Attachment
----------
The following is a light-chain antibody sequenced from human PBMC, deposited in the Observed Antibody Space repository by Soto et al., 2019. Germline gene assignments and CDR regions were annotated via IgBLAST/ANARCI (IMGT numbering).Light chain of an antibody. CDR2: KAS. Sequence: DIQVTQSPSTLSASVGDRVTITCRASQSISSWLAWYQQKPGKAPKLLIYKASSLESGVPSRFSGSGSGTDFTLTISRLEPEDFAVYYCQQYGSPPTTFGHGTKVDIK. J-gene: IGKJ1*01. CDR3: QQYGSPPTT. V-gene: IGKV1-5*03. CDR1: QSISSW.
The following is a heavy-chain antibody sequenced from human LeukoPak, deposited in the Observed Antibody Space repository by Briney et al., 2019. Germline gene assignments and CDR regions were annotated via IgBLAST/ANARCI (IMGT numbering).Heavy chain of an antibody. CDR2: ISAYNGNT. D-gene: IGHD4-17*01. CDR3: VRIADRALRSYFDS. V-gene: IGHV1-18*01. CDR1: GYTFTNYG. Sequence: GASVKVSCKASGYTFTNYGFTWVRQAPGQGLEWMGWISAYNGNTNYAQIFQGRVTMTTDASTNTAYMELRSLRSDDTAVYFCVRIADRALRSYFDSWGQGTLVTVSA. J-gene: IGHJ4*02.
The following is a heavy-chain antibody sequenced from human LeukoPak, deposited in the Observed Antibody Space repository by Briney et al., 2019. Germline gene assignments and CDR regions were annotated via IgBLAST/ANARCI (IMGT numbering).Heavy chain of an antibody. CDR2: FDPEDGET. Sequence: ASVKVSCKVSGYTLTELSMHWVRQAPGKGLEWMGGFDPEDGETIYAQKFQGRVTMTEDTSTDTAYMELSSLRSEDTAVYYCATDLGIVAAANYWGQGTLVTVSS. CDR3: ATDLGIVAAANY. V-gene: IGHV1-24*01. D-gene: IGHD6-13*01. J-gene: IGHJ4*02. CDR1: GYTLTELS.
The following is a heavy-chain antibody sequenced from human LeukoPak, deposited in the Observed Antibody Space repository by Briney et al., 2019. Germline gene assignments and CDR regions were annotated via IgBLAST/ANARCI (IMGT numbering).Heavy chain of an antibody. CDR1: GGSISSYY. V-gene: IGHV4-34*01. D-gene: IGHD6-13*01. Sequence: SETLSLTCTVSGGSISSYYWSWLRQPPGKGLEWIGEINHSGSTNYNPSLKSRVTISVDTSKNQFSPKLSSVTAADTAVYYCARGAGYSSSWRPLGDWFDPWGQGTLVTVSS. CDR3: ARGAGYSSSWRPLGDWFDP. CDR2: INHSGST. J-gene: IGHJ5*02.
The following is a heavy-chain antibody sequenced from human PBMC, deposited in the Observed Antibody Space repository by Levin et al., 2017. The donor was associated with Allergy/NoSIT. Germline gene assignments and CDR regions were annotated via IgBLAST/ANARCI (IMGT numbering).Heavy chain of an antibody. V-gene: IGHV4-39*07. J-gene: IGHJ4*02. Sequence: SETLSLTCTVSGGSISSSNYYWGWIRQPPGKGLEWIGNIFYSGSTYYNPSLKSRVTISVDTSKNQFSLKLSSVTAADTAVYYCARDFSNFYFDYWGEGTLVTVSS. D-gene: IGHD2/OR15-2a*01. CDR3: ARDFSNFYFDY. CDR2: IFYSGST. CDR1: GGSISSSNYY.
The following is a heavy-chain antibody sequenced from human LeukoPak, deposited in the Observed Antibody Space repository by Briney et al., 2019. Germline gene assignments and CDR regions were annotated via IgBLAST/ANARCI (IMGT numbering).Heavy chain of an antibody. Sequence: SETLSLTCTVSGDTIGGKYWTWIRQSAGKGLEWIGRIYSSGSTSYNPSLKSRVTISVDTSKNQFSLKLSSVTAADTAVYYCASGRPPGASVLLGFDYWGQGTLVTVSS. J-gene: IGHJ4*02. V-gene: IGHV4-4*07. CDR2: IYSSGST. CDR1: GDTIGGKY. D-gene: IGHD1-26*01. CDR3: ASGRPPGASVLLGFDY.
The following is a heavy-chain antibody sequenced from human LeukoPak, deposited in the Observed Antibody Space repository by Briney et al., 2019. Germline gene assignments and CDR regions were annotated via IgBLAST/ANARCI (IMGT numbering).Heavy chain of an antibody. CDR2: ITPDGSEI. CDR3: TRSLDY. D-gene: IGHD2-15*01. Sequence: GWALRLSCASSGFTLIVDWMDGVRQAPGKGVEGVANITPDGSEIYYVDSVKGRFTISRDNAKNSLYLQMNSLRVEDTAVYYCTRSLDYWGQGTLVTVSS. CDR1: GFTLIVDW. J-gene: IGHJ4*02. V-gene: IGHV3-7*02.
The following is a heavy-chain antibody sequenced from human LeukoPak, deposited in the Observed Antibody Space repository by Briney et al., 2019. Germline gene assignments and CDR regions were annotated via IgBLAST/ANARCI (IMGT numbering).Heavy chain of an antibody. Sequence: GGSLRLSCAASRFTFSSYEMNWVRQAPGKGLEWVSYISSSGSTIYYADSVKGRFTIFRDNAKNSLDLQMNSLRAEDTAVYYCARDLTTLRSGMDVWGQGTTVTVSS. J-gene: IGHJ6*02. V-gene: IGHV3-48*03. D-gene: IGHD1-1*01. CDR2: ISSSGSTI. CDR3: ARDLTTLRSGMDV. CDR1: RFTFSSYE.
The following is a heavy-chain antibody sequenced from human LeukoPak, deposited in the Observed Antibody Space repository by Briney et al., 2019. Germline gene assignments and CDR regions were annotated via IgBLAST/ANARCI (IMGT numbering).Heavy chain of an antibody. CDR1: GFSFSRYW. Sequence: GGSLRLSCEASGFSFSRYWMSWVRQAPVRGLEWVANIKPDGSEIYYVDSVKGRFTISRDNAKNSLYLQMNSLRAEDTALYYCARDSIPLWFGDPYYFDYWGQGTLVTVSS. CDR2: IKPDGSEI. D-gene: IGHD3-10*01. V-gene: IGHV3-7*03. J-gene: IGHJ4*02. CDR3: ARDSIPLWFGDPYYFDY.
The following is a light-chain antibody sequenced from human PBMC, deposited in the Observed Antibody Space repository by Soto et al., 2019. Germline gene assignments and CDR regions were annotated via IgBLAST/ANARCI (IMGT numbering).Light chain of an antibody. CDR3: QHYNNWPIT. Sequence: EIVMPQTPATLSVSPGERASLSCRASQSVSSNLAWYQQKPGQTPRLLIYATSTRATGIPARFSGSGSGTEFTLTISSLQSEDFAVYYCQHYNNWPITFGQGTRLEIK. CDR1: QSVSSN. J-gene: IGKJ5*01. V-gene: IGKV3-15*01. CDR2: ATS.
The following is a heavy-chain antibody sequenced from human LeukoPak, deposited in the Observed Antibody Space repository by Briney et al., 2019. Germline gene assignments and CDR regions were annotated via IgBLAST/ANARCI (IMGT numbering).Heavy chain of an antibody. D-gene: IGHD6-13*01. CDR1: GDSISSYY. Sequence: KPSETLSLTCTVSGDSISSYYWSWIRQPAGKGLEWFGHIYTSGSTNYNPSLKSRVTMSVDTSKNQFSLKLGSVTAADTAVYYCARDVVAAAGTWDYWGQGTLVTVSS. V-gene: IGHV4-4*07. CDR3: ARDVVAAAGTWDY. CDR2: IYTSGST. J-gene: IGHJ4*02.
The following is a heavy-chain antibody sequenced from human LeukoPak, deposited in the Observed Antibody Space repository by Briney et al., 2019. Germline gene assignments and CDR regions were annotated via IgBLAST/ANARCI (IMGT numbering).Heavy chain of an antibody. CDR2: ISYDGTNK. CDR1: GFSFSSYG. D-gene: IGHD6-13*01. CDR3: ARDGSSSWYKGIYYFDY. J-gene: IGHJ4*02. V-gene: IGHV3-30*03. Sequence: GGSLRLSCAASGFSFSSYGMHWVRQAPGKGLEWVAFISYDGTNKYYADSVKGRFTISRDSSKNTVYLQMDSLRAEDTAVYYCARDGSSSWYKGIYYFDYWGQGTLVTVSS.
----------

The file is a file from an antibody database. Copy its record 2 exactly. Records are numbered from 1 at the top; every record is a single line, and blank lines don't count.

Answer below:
The following is a heavy-chain antibody sequenced from human LeukoPak, deposited in the Observed Antibody Space repository by Briney et al., 2019. Germline gene assignments and CDR regions were annotated via IgBLAST/ANARCI (IMGT numbering).Heavy chain of an antibody. CDR2: ISAYNGNT. D-gene: IGHD4-17*01. CDR3: VRIADRALRSYFDS. V-gene: IGHV1-18*01. CDR1: GYTFTNYG. Sequence: GASVKVSCKASGYTFTNYGFTWVRQAPGQGLEWMGWISAYNGNTNYAQIFQGRVTMTTDASTNTAYMELRSLRSDDTAVYFCVRIADRALRSYFDSWGQGTLVTVSA. J-gene: IGHJ4*02.